In fact, for all the talk about Montenegro’s commitment to Euro-Atlantic integration, there is a surprising amount of ambivalence within the country itself about NATO membership. The government has made reforms and joined European sanctions on Russia, but disagreements within the ruling coalition required it to undergo a vote of confidence as recently as December. Public opinion has been mixed, with fewer than 50 percent of Montenegrins supporting NATO membership, and strong opposition from the Russian-aligned Orthodox Church. Another article in these pages blamed such popular ambivalence on Russian-owned media. Yet it is the height of arrogance to suggest that Montenegrins are not every bit as able as Western publics to resist Russian propaganda and form their own opinions. Meanwhile, the state is extremely poor (per capita GDP is only $6,373), and corruption remains a problem.
Even Montenegro’s relative poverty seems not to be a problem for the letter’s signatories, who quote Vice President Joe Biden’s agreement that integration into Euro-Atlantic institutions will contribute to stability and prosperity in the region. In doing so, the letter implicitly endorses the long-standing argument that NATO membership is a first step towards membership of the European Union and rapid economic development. But as the European Union’s 2015 report on the topic illustrated, Montenegro is at best moderately prepared to join, with further progress required. And economic ties are a poor reason for the expansion of a defense alliance. Likewise, the signatories’ argument that Montenegrin membership in NATO is necessary to maintain stability of the Balkans is flawed. In the more than ten years since NATO ended its Balkan peacekeeping mission, no country in the region has returned to conflict.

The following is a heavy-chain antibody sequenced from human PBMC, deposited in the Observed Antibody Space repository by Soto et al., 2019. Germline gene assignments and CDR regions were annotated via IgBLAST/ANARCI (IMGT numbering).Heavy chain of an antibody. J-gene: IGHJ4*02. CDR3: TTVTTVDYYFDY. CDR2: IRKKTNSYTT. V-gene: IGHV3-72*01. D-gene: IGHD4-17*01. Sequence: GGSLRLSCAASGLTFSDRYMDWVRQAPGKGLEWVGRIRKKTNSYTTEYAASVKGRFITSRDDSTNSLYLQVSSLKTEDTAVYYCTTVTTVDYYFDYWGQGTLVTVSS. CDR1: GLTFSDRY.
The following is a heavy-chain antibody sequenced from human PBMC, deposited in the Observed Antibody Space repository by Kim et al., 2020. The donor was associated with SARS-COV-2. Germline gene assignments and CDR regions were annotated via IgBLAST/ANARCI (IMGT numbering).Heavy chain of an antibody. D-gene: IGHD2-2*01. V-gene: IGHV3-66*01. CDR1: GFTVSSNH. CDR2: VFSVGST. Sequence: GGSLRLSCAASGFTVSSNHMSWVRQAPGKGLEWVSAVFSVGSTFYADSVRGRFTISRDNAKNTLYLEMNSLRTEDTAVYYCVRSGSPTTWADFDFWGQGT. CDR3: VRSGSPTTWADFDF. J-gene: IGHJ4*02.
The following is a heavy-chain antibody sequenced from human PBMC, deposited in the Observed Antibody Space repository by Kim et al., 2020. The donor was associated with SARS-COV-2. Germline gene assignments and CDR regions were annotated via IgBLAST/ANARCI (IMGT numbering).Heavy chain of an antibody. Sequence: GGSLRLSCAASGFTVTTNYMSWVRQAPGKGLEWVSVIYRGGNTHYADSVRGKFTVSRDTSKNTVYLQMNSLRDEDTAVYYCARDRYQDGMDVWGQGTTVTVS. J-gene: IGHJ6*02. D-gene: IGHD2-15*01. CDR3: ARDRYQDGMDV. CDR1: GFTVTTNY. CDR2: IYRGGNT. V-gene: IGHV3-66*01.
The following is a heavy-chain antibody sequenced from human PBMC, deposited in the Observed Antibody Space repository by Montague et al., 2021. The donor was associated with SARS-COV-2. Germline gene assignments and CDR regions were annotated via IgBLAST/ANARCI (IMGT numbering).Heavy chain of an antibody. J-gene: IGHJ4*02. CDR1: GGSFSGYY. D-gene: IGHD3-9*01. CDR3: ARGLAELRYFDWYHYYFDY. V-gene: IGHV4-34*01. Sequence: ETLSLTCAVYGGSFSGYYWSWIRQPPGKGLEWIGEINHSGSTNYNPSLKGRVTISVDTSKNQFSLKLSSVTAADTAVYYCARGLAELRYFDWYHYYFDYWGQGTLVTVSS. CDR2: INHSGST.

The problem underlying all of these arguments is the continued lack of a clarity in NATO’s mission. This is certainly not a new problem: The organization’s post-Cold War activities were often little more than a March of Dimes-style attempt to reinvent itself, eventually morphing it into an organization designed to spread Western values. Yet as Russian aggression in Eastern Europe has grown, the alliance has reverted to its original focus on defensive issues. The result has been substantial tension between these goals. Today, NATO’s open door policy is actively detrimental to its security. Indeed, there would be little concern about NATO’s ability to defend itself in the absence of its earlier expansion into the Baltics. Montenegro’s membership indicates an intention to continue with expansion, worsening relations with Russia, and opening the door to future conflicts in Eastern Europe.
States must be free to choose their own destiny. Yet if we are to accept that argument, we must accept that it applies equally to existing NATO members, who retain their ability to veto further expansion if it is detrimental to their own security. On its own merits, Montenegro’s membership in NATO is relatively uncontroversial. It will neither enhance, nor substantially detract from the alliance’s security. Yet in arguing for Montenegro’s accession on largely symbolic grounds, the signatories of the open letter raise larger concerns about the future of NATO. When the U.S. Senate addresses the issue of ratification, its members would be well–served to ask these broader questions. Does NATO promote the common defense of existing members, or seek to expand the Euro-Atlantic democratic community? It cannot accomplish both.
Emma Ashford is a Research Fellow in Defense and Foreign Policy Studies at the Cato Institute. Follow her on Twitter: @emmamashford.